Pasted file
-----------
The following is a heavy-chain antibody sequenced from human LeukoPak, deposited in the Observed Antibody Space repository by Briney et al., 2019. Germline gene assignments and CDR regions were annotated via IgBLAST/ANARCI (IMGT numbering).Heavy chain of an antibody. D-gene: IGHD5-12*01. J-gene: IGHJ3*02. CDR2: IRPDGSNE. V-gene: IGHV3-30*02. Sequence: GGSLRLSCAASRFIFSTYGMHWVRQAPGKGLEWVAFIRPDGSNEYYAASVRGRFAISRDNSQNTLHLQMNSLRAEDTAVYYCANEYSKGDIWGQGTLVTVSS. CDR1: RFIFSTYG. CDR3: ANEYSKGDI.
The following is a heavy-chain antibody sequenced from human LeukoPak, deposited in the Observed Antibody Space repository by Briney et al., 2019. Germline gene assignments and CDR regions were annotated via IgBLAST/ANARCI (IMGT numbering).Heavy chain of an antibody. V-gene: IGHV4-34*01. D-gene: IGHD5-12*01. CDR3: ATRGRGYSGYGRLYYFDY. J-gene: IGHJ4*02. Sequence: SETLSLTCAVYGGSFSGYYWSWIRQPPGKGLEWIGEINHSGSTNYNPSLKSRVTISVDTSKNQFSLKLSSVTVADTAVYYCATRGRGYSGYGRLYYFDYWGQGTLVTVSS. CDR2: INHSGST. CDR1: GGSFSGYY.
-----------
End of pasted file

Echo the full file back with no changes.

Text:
The following is a heavy-chain antibody sequenced from human LeukoPak, deposited in the Observed Antibody Space repository by Briney et al., 2019. Germline gene assignments and CDR regions were annotated via IgBLAST/ANARCI (IMGT numbering).Heavy chain of an antibody. D-gene: IGHD5-12*01. J-gene: IGHJ3*02. CDR2: IRPDGSNE. V-gene: IGHV3-30*02. Sequence: GGSLRLSCAASRFIFSTYGMHWVRQAPGKGLEWVAFIRPDGSNEYYAASVRGRFAISRDNSQNTLHLQMNSLRAEDTAVYYCANEYSKGDIWGQGTLVTVSS. CDR1: RFIFSTYG. CDR3: ANEYSKGDI.
The following is a heavy-chain antibody sequenced from human LeukoPak, deposited in the Observed Antibody Space repository by Briney et al., 2019. Germline gene assignments and CDR regions were annotated via IgBLAST/ANARCI (IMGT numbering).Heavy chain of an antibody. V-gene: IGHV4-34*01. D-gene: IGHD5-12*01. CDR3: ATRGRGYSGYGRLYYFDY. J-gene: IGHJ4*02. Sequence: SETLSLTCAVYGGSFSGYYWSWIRQPPGKGLEWIGEINHSGSTNYNPSLKSRVTISVDTSKNQFSLKLSSVTVADTAVYYCATRGRGYSGYGRLYYFDYWGQGTLVTVSS. CDR2: INHSGST. CDR1: GGSFSGYY.